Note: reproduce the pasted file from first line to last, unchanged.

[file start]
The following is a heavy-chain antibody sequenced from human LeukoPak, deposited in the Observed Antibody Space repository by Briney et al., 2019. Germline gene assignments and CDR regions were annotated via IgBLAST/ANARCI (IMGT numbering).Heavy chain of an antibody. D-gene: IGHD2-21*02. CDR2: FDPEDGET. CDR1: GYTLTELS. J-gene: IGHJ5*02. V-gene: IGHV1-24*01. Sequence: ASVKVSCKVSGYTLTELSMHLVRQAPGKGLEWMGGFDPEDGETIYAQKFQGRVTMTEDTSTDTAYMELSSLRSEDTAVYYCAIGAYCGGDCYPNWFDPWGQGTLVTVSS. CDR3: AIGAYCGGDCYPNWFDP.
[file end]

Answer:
The following is a heavy-chain antibody sequenced from human LeukoPak, deposited in the Observed Antibody Space repository by Briney et al., 2019. Germline gene assignments and CDR regions were annotated via IgBLAST/ANARCI (IMGT numbering).Heavy chain of an antibody. D-gene: IGHD2-21*02. CDR2: FDPEDGET. CDR1: GYTLTELS. J-gene: IGHJ5*02. V-gene: IGHV1-24*01. Sequence: ASVKVSCKVSGYTLTELSMHLVRQAPGKGLEWMGGFDPEDGETIYAQKFQGRVTMTEDTSTDTAYMELSSLRSEDTAVYYCAIGAYCGGDCYPNWFDPWGQGTLVTVSS. CDR3: AIGAYCGGDCYPNWFDP.